The BEST Guide to POLAND
Unanswered [5]  |  Archives [1] 
 
 
User: Guest

Home / History  % width posts: 24

Restitution Sought by US Holocaust Survivor Family of Expropriated Property in Zywiec, Poland


Lyzko 20 | 6,185    
13 Aug 2015  #1
Am only curious as to what some of our members think about the above. An American family of Jewish Holocaust survivors and their children are seeking restitution from the current Polish government for expropriated (and presumably "aryanized") properties during WW II in the city of -ywiec.

Apparently former President Komorowski and sitting Premier Kopacz have bluntly refused to sign off on any document granting such restitution to the survivor's family. They are nonetheless trying to get at least part of the stolen property back, in their words, "if nothing else, than for our grandchildren!"

Germany and Austria too have faced a similar slew of paperwork amid countless document requests from aging survivors for similar "Wiedergutmachung" or restitution from the governments of these two countries.
delphiandomine 85 | 17,704    
13 Aug 2015  #2
Am only curious as to what some of our members think about the above. An American family of Jewish Holocaust survivors and their children are seeking restitution from the current Polish government for expropriated (and presumably "aryanized") properties during WW II in the city of -ywiec.

I don't think the Polish government has any responsibility for the actions undertaken by Germany/Russia during WWII, to be honest.
OP Lyzko 20 | 6,185    
13 Aug 2015  #3
The issue, I believe, is that said property/properties (consisting of among other places, a single, free-standing apartment building) was, so to speak "re-inhabited" by, obviously, gentile Poles after the War, in all likelihood blissfully unaware of its history! The survivor and her family simply are looking for some sort of financial remuneration for the fact that the property was stolen (and technically, on Polish soil), but the theft was never even acknowledged by either the Polish or even the German governments until today.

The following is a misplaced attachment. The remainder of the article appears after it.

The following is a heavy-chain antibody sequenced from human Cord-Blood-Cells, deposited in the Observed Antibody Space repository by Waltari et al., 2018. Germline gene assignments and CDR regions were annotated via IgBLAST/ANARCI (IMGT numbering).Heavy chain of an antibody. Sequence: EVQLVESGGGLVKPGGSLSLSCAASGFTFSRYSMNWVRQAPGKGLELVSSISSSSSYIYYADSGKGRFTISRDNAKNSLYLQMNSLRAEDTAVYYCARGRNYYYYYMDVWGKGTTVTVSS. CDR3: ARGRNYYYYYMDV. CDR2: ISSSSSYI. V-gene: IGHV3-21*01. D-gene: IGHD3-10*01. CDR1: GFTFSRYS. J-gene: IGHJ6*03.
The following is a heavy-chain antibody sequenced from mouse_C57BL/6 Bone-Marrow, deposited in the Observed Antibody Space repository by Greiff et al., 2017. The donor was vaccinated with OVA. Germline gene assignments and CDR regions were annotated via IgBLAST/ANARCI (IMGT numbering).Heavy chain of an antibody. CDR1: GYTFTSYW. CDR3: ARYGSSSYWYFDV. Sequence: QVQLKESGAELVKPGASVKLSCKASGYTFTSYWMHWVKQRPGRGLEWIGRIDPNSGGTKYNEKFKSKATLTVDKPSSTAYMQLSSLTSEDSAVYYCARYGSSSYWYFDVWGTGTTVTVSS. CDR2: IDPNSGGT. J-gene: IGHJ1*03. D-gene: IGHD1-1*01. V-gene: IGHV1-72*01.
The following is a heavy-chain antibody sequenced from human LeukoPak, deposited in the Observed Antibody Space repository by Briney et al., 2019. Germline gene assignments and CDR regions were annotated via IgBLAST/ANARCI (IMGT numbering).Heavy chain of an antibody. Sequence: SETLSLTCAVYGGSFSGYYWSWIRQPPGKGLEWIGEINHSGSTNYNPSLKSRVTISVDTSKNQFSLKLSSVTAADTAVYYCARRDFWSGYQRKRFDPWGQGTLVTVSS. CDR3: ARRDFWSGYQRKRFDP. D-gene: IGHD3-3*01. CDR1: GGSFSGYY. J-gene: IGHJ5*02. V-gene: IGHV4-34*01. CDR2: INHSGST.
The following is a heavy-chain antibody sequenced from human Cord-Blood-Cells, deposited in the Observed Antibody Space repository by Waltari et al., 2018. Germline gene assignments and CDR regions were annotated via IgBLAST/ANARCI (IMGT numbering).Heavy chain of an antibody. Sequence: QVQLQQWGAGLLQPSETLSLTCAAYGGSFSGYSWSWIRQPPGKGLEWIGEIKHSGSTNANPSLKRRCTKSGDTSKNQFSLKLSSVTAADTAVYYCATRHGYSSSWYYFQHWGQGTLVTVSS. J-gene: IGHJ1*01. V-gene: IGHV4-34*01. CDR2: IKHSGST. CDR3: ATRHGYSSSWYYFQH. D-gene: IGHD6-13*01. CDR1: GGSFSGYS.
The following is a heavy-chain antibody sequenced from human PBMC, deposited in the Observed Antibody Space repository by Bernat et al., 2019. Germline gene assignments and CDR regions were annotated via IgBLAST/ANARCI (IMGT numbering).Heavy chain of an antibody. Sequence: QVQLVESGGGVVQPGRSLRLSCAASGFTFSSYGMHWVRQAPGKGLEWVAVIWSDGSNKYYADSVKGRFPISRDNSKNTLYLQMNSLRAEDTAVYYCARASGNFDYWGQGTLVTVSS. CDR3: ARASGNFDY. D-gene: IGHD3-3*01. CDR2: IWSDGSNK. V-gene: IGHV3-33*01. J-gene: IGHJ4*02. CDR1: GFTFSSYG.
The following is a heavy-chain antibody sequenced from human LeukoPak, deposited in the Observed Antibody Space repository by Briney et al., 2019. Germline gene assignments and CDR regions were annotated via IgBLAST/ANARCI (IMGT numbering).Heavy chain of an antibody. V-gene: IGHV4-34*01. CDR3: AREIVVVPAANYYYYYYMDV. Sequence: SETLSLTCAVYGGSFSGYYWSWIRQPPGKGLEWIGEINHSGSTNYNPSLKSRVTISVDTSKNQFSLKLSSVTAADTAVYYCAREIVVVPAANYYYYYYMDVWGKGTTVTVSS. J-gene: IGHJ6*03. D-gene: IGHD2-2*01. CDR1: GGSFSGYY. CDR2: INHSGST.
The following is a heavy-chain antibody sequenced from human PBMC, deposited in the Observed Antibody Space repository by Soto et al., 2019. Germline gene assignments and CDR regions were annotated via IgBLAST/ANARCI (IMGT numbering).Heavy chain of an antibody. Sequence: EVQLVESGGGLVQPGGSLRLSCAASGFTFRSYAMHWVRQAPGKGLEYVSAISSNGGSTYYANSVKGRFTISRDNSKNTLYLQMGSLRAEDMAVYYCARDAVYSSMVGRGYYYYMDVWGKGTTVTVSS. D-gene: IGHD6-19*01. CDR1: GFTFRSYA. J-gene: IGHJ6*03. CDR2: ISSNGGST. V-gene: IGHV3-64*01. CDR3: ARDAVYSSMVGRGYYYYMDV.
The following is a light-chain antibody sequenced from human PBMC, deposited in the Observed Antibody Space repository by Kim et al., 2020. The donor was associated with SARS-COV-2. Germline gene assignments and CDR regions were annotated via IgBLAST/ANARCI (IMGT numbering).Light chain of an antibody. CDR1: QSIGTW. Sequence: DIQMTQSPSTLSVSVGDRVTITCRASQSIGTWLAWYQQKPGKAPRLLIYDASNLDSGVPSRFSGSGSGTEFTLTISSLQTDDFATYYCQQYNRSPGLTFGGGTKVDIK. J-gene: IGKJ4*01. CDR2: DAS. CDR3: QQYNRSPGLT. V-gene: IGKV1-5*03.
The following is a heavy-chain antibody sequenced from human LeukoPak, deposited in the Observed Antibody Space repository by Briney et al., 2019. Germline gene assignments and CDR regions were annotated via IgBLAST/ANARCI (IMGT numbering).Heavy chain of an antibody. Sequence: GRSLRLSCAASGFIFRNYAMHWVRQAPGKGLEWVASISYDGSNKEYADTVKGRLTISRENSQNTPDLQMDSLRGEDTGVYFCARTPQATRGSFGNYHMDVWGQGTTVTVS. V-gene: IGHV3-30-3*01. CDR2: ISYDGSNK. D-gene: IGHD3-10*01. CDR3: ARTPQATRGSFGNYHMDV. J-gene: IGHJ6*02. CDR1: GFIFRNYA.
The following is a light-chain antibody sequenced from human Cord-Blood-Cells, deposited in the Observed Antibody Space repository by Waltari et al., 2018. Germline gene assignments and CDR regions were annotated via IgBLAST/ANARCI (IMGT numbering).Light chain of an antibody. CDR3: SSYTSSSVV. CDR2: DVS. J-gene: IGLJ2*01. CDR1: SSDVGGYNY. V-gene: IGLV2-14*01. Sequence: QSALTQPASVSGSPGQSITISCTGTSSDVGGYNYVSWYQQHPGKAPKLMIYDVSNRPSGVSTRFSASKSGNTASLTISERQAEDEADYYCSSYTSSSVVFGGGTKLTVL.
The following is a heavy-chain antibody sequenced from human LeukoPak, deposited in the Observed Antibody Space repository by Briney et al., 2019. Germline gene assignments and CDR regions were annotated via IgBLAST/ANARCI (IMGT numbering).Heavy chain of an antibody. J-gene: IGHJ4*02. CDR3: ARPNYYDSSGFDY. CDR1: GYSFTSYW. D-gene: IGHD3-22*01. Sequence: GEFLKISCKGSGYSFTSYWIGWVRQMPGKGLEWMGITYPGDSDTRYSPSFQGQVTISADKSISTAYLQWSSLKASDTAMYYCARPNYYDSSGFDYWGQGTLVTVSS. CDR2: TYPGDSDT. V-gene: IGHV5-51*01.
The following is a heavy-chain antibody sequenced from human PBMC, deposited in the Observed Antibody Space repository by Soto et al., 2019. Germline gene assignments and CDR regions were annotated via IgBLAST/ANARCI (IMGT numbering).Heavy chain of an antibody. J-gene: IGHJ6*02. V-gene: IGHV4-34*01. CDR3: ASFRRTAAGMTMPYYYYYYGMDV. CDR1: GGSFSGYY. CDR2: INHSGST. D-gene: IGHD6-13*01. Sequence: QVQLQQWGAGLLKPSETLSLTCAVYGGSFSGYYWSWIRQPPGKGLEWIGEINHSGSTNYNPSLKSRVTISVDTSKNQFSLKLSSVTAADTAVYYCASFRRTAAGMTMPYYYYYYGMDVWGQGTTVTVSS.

It seems the present Polish government would tend to agree with you, Delphi, that Poland bears zero responsibility for any actions undertaken by occupying forces pre-1945:-)
delphiandomine 85 | 17,704    
13 Aug 2015  #4
I think the situation is such that you have to regard the date of Poland's "liberation" as being a kind of Polish Stunde Null - it's just not possible (given the huge devastation in Poland) to recognise what existed before that date. But I think if anything, they should be chasing the German government for the loss of the property.

It seems the present Polish government would tend to agree with you, Delphi, that Poland bears zero responsibility for any actions undertaken by occupying forces pre-1945:-)

It's just impossible for them to do so. The country ceased to exist to all practical extents on the 30th of September with the government resigning, and although the Poles might recognise the Government-in-Exile as being the legitimate government of Poland - the reality on the ground was that the country had ceased to exist. Certainly, the Poles cannot really take any responsibility for actions committed by an occupying power - especially as the modern day German government traces its own history back to the Weimar Republic and before. West Germany used to recognise (legally) Germany as existing within the borders of 1937 for instance - which lends further evidence to the legal theory that modern day Germany is the successor state of Nazi Germany.
OP Lyzko 20 | 6,185    
13 Aug 2015  #5
Thank you again, delphiandomine, for an interesting and thoughtful reply:-) Let's see now what others out there on PF think about this!